My father has given me two pieces of life advice that I can remember. He likely only gave two because he knew that I wouldn’t be able to remember much more than one and a half of them. If you count his furrowed brow every time I do something he disapproves of, or his head tilted back to let out a sinister laugh every time I do something stupid, then he has given me four pieces of advice.
The first, and likely most important, is crokinole advice. Probably the best crokinole advice. If you follow this advice, you will more than likely win at crokinole, and if you win at crokinole, then you win at life. Always keep your shooter. If the crokinole board was the board of life, each flick towards the centre would be an attempt at happiness. A shot towards the centre isn’t always the best choice. It is important to make all your shots ones that last more than just a fleeting moment. Taking shots without thinking of the repercussions is the sure way to losing in one round.
The second is financial advice. I was posing questions one day as to what I should do with the minimal amount of money I have to put into savings, for the hypothetical period of time that I may be able to retire. I wanted a simple explanation of RRSPs and TSFAs and several other foreign abbreviations of financial diseases that have taken the lives of so many brave investors. I aired my discomfort with RRSPs and investing in companies that I didn’t agree with and making money by doing absolutely nothing and how this seems like a sure fire way to ruin someone else’s life. I brought up my confusion with TSFAs and their merits, and he then went on to further encourage my financial brain disease by telling me that TSFAs can be invested in RRSPs or something stupid. I cashed in at this point, slouched even further in my chair, and Wilf could see it on my face. To close the discussion he went on to say that the most important thing to know is something that I have already figured out. That is, to live below your means. He later emailed me this article on the difference between RRSPs and TSFAs, which dumbs it down to the level of a third-grader/a college drop-out/a minimum-wage worker. But I can dumb it down even further: If your bank account was a crokinole board, then your means would be the amount of buttons you start with (12), and in order to live below your means, you would want to have something significant left over, whether it is a twenty on the side of the board, or a mean stack of fifteens stuck in between the posts, i.e. always keep your shooter.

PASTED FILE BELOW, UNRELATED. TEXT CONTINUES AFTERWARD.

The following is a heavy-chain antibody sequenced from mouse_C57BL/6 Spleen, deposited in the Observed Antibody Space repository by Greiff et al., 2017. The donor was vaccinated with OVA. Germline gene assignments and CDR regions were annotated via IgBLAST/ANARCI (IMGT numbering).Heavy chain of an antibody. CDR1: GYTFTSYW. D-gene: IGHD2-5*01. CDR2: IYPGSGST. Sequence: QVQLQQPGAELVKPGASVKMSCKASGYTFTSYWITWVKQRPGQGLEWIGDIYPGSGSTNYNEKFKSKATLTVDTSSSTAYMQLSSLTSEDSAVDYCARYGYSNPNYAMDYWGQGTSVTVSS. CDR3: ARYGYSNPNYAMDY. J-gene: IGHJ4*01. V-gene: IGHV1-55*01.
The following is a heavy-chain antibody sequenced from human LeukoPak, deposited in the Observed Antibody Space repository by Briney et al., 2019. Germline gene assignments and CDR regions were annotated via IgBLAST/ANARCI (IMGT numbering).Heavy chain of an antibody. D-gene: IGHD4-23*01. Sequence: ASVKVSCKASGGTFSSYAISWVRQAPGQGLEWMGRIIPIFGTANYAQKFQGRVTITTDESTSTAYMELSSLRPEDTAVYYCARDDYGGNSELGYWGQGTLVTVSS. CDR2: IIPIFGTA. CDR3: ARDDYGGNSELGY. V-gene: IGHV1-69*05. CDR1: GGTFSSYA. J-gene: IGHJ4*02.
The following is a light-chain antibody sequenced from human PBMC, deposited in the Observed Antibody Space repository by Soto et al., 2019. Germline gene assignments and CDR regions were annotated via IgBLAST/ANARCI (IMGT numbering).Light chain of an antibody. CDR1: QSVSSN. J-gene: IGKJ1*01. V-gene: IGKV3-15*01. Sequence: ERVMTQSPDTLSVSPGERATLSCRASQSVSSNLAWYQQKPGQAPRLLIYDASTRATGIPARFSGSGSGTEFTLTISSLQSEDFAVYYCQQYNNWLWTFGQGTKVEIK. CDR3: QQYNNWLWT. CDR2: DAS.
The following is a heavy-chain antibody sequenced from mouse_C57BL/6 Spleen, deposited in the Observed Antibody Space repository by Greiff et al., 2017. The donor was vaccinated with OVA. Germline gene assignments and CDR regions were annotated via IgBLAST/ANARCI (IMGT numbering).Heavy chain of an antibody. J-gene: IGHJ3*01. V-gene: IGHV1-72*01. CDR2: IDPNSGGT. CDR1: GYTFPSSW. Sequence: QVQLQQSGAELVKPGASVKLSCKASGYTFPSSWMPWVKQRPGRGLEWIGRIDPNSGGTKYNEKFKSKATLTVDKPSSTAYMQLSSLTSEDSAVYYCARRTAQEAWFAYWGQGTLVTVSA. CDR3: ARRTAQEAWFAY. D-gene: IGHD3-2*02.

So I guess my dad just gave me one piece of advice that spanned financial crises and crokinole crises simultaneously. I will instinctively combine the two into one piece of super advice that I will give to the unfortunate soul that becomes my son, who is as hypothetical as my retirement.
Always live below your shooter.